They gained a wider audience in the late 70’s when Bill Gaither had them perform in Praise Gathering events.
1979- Tremble, Webster, and Lorne Matthews left and were replaced by Kirk Talley (tenor) and Steve Lee (baritone, piano).
1980- Steve Lee left and replaced by Mark Trammell (vocalist, bass guitarist). Also, Roger Bennett joined (pianist).
1983 – Kirk Talley formed his own group, “The Talleys.” Danny Funderburk came (tenor).
The 1990s- Danny Funderburk left, Ernie Haase joined in. Mark Trammel had to also part with the group and replaced by Scott Fowler.
For the rest of the 90’s, the known Cathedral Quartet continued their road tours. Due to the health issues of founding member, George Younce, the group decided to retire. Unfortunately for Glen Payne, he wasn’t able to finish their farewell tour as he died of cancer on October 15, 1999. Roger Bennett stepped in his stead as the lead singer for their final concert.
Awards and Recognitions
1st Grammy for Best Gospel Performance (1977, 1978, 1979,1982)
Grammy for Best Gospel Performance (1977)
1st Southern gospel group to record in England (1988)
Named “Group of the Year” by Gospel Music Voice (1989)
These on top of the many awards bestowed on each singer from Glen Payne & George Younce, to Roger Bennett and Ernie Haase.
“Step Into the Water,” “Can He, Could He, Would He,” and “I’ve Just Started Living.”
Glen Payne must be having a “Wonderful Time Up There.”
Dottie Rambo (1934-2008)
Hailed as “The Gospel Writer,” this woman’s story is one that deserves special mentions.
Her Humble Beginning
Born Joyce Reba Luttrell March 2, 1934, in Madisonville, Kentuck.
Growing up in poverty due to the Great Depression, Dottie sought solace by turning to the radio, listening to the songs from the Grand Ole Opry. She had an ear for music and learned to play guitar on her own. Naturally gifted, she started writing songs at age eight. She’d often be seen writing on a creek bank near their home.
At age ten, she started singing country tunes for a local radio program. When she reached twelve, she made a turnabout by making a commitment to only write and sing Gospel tunes. That was the natural result of her Christian conversion. However, it caused dissension in her relationship with her father. He opposed her decision and that forced her to leave home for some time.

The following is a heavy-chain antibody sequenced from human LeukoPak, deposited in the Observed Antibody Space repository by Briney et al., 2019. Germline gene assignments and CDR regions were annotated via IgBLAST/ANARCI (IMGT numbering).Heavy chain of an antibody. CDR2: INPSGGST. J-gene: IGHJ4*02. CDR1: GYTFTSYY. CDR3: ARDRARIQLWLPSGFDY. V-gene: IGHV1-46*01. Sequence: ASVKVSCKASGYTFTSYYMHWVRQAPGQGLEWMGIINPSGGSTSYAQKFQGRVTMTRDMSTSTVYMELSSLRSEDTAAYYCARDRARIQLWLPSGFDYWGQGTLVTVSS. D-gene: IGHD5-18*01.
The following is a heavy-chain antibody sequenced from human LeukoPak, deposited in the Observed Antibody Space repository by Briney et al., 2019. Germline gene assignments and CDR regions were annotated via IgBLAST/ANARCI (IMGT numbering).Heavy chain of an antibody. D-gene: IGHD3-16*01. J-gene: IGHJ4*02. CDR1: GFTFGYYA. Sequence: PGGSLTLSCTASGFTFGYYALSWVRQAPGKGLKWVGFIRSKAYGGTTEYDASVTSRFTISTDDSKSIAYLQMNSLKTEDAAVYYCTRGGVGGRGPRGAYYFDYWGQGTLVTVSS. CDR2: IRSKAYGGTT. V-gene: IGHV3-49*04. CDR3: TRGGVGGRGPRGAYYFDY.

The Gospel Echoes (the 1960s)
She married Buck Rambo in the 1950’s. Soon, they started a trio called “The Gospel Echoes.” A string of various singers filled the third member of the trio until their daughter Reba stepped in. Though still twelve-years-old, Reba toured and sang with her parents.
In 1964, they renamed their group to “The Singing Rambos” then to “The Rambos.”
Buck Rambo’s countrified vocals blend well with Dottie Rambo’s “mountain-style black soul music.” Hence, their style of singing captured many ears including the Warner Brothers Records. They offered The Rambos a record-deal which they have to decline as the label wanted them to do folk or rhythm & blues instead of Gospel.
So for the following years, The Rambos toured across the nation. In 1967, they traveled to Vietnam to minister to the troupes. When they’re not performing on stage, they go to medical tents to sing and pray for the wounded and hurting.
Setting a Gospel Trend (Late 1960s-Early 1980s)
Dottie’s versatility earned her countless wins and established her songwriting career. Many of her songs were recorded by many distinguished artists including Elvis Presley, Barbara Mandrell, Bill Monroe, Johnny Cash, Whitney Houston, Vince Gill, Dottie West, Pat Boone, Sandi Patty, and the Oak Ridge Boys.
Though her songs were widely distributed for other artists to record, her own recordings were at par and were found on charts.
Her Spirit Advancing Despite Her Declining Health (Late 1980s-2000s)
Sadly, the Rambo couple split up in 1994. Five years prior, Dottie had a ruptured disc and caused her to suffer back pains. Emotional strain from the divorce and surgeries, however, could not extinguish the fiery spirit of Dottie.
That momentary setback in her life sparked her will to inspire people to be strong. So for the rest of the decade, she went on tours and also performed on TV.
In 2008, news of her death shocked the entire nation. She and six of her members sustained serious injuries from the road accident. The members were saved but Dottie didn’t make it.
They held her wake at Christ Church in Nashville, Tennessee and almost the whole Christian Music world mourned for her. Hence, tributes were made.
Awards and Recognitions
1968 – Best Gospel Album, It’s The Soul of Me
1994- Songwriter of the Century Award from the Christian Country Music Association
2000- Lifetime Achievement Award from ASCAP
In September 2009, a posthumous CD of her songs was released. Included in it was the song “Sheltered in the Arms of God.” Here’s a clip of Dottie giving a testimony on how the song came to her.
For similar readings, click one of the tags below. Next feature would be about radios and TV programs that were great proponents of Gospel music.
Dottie Rambo, gospel, Hymns, Ira Sankey, songwriters, The Cathedrals, The Five Blind Boys of Alabama